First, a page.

The Nigerian government has disclosed plans to introduce the lifesaving Human Papillomavirus (HPV) vaccines to protect teenage girls against cervical cancer and other related diseases.
The Executive Director of the National Primary Health Care Development Agency (NPHCDA), Faisal Shuaib, made this known during the bi-annual review meeting of religious leaders on PHC Delivery in Abuja on Monday.
Mr Shuaib said the government will begin the rollout of the HPV vaccines on 25 September for girls between the ages of 9 and 15.
“This cervical cancer affecting our mothers, sisters and daughters is caused by HPV,” he said.
“On 25 September this year, we will be introducing the HPV vaccine that prevents cervical cancer when given to our daughters between 9 and 15 years.”
HPV and Cervical Cancer
Cervical cancer, a type of cancer that develops in a woman’s cervix, is the fourth most common cancer among women globally. Experts said in 2018 alone, it caused an estimated 311,000 deaths worldwide.
Research by The Lancet also reveals that more than 44 million women globally stand to develop cervical cancer between 2020 and 2069.
It also warned that deaths from cervical cancer will increase a further 50 per cent by 2040 and that many women, their families and communities will be impacted.
Although the causes of cancer are unknown, 14 out of the 100 types of Human Papillomavirus (HPV) strains have been identified to cause at least 99 per cent of cervical cancer cases.
According to WHO, HPV types 16 and 18 cause at least 70 per cent of cervical cancers and pre-cancerous cervical lesions.
There is also evidence linking HPV with cancers of the anus, vulva, vagina, penis, and oropharynx.
WHO estimates that cervical cancer could be the first cancer to be eliminated if 90 per cent of girls are vaccinated against HPV, 70 per cent of women are screened, and 90 per cent of women with the disease receive treatment.
“HPV vaccination is more than a medical breakthrough; It is a testament to our unity in safeguarding the sanctity of life,” Mr Shuaib said.
Religious leaders involvement
Mr Shuaib said in its endeavour to reach every corner of the nation, the pivotal role of religious leaders cannot be overemphasised.
He said religious leaders possess the power to disseminate critical information that can influence behaviour, dispel myths and encourage preventive practice.
“In their roles as spiritual guides, they own the power to influence hearts and minds, and their words carry weight and inspire action,” he said.
He urged religious leaders to join hands with the medical community in championing the course of HPV vaccination nationwide.
“By encouraging HPV vaccination within your congregations, you become advocates of life and guardians of health,” he said.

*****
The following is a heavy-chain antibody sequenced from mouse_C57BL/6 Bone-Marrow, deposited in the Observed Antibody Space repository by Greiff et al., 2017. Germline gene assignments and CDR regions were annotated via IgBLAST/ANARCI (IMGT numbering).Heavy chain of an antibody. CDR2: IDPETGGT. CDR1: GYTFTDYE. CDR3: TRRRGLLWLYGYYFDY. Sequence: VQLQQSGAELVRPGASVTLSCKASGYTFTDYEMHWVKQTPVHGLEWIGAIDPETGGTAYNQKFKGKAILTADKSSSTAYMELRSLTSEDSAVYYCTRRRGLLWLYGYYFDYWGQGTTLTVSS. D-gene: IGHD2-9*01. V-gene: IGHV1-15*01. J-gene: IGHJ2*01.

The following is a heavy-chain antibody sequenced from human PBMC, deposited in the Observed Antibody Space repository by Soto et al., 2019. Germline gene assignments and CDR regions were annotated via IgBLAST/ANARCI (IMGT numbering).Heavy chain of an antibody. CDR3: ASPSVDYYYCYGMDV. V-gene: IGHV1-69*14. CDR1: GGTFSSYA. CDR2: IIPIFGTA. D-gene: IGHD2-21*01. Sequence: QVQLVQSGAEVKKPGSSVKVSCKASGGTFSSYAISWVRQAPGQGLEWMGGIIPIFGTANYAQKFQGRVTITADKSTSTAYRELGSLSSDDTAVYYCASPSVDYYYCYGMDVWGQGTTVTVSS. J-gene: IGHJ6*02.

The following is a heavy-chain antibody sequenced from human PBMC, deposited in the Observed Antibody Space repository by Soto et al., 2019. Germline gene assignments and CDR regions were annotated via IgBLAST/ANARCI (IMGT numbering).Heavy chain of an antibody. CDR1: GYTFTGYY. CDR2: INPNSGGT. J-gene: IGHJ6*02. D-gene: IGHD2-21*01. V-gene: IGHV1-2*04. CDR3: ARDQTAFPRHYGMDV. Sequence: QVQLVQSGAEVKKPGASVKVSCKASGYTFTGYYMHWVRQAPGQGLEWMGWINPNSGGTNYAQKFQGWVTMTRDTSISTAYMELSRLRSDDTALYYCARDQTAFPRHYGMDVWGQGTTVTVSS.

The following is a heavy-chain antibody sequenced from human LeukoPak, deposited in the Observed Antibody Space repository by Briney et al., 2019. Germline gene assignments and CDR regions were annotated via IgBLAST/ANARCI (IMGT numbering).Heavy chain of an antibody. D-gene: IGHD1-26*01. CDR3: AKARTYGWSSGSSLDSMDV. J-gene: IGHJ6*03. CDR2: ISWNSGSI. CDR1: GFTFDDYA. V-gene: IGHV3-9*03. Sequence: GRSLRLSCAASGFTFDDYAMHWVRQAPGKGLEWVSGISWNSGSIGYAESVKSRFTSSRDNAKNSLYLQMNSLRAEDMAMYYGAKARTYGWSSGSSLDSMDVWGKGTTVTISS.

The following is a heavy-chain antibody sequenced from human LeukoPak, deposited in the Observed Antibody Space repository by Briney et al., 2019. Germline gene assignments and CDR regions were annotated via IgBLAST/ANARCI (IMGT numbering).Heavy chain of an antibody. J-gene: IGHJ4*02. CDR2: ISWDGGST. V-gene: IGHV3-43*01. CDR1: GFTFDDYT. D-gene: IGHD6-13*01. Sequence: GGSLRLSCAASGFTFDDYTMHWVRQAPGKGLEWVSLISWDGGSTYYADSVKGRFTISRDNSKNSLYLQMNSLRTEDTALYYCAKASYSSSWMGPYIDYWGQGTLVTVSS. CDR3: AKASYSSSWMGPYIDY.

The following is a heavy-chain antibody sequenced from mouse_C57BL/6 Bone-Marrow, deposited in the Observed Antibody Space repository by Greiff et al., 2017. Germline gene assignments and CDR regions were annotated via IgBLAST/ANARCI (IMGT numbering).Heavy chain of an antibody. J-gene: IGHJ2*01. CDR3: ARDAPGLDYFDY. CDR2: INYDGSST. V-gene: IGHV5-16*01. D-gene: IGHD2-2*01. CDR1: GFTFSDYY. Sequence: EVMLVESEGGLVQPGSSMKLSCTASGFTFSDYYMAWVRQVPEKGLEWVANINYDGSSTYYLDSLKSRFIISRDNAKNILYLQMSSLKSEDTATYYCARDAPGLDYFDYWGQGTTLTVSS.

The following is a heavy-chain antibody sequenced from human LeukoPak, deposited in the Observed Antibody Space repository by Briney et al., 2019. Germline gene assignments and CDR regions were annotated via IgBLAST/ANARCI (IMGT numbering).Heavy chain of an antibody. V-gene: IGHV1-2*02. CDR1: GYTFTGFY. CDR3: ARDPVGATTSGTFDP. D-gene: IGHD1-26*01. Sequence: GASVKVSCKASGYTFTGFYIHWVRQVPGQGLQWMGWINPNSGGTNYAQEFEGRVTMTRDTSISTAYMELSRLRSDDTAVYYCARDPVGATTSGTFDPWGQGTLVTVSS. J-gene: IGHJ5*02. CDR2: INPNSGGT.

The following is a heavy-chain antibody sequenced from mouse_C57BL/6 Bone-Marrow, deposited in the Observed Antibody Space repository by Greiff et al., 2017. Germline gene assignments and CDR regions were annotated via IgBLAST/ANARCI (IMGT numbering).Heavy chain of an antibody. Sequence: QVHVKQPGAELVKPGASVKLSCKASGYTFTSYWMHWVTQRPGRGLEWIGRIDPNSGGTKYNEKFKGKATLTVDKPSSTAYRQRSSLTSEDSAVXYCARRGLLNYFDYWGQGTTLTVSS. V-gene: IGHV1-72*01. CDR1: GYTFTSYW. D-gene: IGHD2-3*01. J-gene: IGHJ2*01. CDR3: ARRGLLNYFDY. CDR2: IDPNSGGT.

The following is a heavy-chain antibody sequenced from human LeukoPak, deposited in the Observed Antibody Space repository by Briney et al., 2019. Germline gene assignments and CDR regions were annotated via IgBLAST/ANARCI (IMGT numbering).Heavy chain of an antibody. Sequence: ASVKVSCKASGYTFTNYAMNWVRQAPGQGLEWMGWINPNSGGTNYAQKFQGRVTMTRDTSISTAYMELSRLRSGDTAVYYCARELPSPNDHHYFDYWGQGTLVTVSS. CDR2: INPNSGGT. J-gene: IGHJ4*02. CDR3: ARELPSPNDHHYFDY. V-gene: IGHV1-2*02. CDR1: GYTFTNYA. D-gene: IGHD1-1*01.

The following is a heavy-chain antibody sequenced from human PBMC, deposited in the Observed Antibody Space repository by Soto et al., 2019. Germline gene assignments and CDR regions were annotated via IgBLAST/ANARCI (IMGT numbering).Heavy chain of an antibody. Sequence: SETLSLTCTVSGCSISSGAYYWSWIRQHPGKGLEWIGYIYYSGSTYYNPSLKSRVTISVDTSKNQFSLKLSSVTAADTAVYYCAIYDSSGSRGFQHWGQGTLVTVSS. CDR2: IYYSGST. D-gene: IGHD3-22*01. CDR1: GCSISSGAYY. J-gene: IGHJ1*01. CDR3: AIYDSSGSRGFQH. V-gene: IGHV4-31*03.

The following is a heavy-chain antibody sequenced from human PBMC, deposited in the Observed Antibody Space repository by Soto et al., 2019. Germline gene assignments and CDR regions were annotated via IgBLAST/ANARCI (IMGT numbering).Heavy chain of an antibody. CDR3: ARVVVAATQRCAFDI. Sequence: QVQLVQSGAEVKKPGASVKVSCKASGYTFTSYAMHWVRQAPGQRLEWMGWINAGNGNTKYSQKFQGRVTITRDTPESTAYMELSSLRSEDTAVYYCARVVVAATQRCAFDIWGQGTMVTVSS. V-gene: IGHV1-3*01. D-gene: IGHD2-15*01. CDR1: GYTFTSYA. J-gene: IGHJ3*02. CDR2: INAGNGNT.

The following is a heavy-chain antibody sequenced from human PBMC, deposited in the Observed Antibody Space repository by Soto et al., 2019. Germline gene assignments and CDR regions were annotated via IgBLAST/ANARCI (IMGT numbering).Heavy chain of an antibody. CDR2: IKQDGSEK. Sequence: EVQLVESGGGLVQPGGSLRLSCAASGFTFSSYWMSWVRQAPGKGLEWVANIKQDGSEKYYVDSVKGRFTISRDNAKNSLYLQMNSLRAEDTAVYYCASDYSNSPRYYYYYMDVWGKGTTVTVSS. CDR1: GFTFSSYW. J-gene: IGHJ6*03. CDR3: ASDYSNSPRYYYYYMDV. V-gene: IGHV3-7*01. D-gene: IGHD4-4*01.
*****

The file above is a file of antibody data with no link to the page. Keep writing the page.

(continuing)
Speaking at the event, the Minister of Health and Social Welfare, Muhammad Pate, said there is a need to constantly blend the spiritual with scientific knowledge and skills to address the country’s health challenges.
Mr Pate, who was represented by his Senior Special Adviser, Emmanuel Odu, said religious leaders would help raise awareness in their congregations about the free HPV vaccines, dispel myths and misconceptions about the vaccine, and also encourage members to embrace better health-seeking behaviours.
“I acknowledge the contributions of our faith community to healthcare delivery in the country, as we are aware that some of our religious organisations provide healthcare services at the primary, secondary and even tertiary healthcare level,” he said.
“This is most commendable, as I urge you to keep it up, as the government alone cannot do.”
Mr Pate said this administration will change the narrative by making health care affordable and accessible to all Nigerians.
“We will, therefore, need the support of the faith community as we roll out the government’s agenda for the health of our people,” he said.
In his remark, the President-General of the Nigeria Supreme Council for Islamic Affairs (NSCIA), Sa’ad Abubakar III, said the government can count on traditional and religious leaders to deliver the right messages to the people.
The president said: “This forum will review all health issues, successes, failures, and what must be done.”
“We are ready to do the needful, and the government can count on us – traditional and religious leaders because we believe in telling the people what the government is doing,” he said.
The National President of the Christian Association of Nigeria (CAN), Archbishop Daniel Okoh, noted that the PHC in Nigeria is beginning to get the kind of attention it deserves.
Mr Okoh said religious leaders are also given the opportunity to dialogue by way of review about happenings in the health sector.
He said even on health issues, many Nigerians still prefer to listen to their religious leaders before listening to their doctors or the government.
“Our places of worship have been used for sensitisation, for administering vaccines, and our health facilities have been in collaboration with the government for a very long time now, especially for primary health care,” he said.
“With initiatives like this, we are optimistic that improved healthcare will be made accessible to those who before now have been far from it, especially those in the rural areas.”
Support PREMIUM TIMES' journalism of integrity and credibility
Good journalism costs a lot of money. Yet only good journalism can ensure the possibility of a good society, an accountable democracy, and a transparent government.
For continued free access to the best investigative journalism in the country we ask you to consider making a modest support to this noble endeavour.
By contributing to PREMIUM TIMES, you are helping to sustain a journalism of relevance and ensuring it remains free and available to all.Donate
TEXT AD: Call Willie - +2348098788999